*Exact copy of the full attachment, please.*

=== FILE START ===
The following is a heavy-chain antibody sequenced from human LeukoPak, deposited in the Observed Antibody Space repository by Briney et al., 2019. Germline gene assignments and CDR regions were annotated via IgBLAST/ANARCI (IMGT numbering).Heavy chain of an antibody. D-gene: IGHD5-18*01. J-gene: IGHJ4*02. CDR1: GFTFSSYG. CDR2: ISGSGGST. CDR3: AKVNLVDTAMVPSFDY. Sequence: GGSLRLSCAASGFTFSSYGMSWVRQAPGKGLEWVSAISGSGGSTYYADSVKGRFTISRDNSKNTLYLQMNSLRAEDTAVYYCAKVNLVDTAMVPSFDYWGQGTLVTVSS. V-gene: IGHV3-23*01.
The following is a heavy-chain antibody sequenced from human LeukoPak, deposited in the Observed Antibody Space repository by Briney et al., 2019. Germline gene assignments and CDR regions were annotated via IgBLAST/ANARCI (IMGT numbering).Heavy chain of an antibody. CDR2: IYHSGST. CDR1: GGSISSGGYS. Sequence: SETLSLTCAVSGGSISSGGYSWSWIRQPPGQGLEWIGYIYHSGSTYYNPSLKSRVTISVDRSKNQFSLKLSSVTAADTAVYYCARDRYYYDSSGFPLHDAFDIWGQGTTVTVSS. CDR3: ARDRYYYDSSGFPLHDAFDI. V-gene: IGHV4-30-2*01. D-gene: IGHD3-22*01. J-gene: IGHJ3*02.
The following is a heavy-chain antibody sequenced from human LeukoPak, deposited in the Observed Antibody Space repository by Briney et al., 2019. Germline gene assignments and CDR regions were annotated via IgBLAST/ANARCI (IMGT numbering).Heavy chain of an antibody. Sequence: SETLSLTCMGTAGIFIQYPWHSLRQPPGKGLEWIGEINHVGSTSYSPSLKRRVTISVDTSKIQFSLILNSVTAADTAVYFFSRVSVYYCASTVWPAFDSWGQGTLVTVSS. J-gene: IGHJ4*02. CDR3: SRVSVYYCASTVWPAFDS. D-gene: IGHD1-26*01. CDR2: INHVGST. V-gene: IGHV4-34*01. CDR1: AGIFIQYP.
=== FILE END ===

The following is a heavy-chain antibody sequenced from human LeukoPak, deposited in the Observed Antibody Space repository by Briney et al., 2019. Germline gene assignments and CDR regions were annotated via IgBLAST/ANARCI (IMGT numbering).Heavy chain of an antibody. D-gene: IGHD5-18*01. J-gene: IGHJ4*02. CDR1: GFTFSSYG. CDR2: ISGSGGST. CDR3: AKVNLVDTAMVPSFDY. Sequence: GGSLRLSCAASGFTFSSYGMSWVRQAPGKGLEWVSAISGSGGSTYYADSVKGRFTISRDNSKNTLYLQMNSLRAEDTAVYYCAKVNLVDTAMVPSFDYWGQGTLVTVSS. V-gene: IGHV3-23*01.
The following is a heavy-chain antibody sequenced from human LeukoPak, deposited in the Observed Antibody Space repository by Briney et al., 2019. Germline gene assignments and CDR regions were annotated via IgBLAST/ANARCI (IMGT numbering).Heavy chain of an antibody. CDR2: IYHSGST. CDR1: GGSISSGGYS. Sequence: SETLSLTCAVSGGSISSGGYSWSWIRQPPGQGLEWIGYIYHSGSTYYNPSLKSRVTISVDRSKNQFSLKLSSVTAADTAVYYCARDRYYYDSSGFPLHDAFDIWGQGTTVTVSS. CDR3: ARDRYYYDSSGFPLHDAFDI. V-gene: IGHV4-30-2*01. D-gene: IGHD3-22*01. J-gene: IGHJ3*02.
The following is a heavy-chain antibody sequenced from human LeukoPak, deposited in the Observed Antibody Space repository by Briney et al., 2019. Germline gene assignments and CDR regions were annotated via IgBLAST/ANARCI (IMGT numbering).Heavy chain of an antibody. Sequence: SETLSLTCMGTAGIFIQYPWHSLRQPPGKGLEWIGEINHVGSTSYSPSLKRRVTISVDTSKIQFSLILNSVTAADTAVYFFSRVSVYYCASTVWPAFDSWGQGTLVTVSS. J-gene: IGHJ4*02. CDR3: SRVSVYYCASTVWPAFDS. D-gene: IGHD1-26*01. CDR2: INHVGST. V-gene: IGHV4-34*01. CDR1: AGIFIQYP.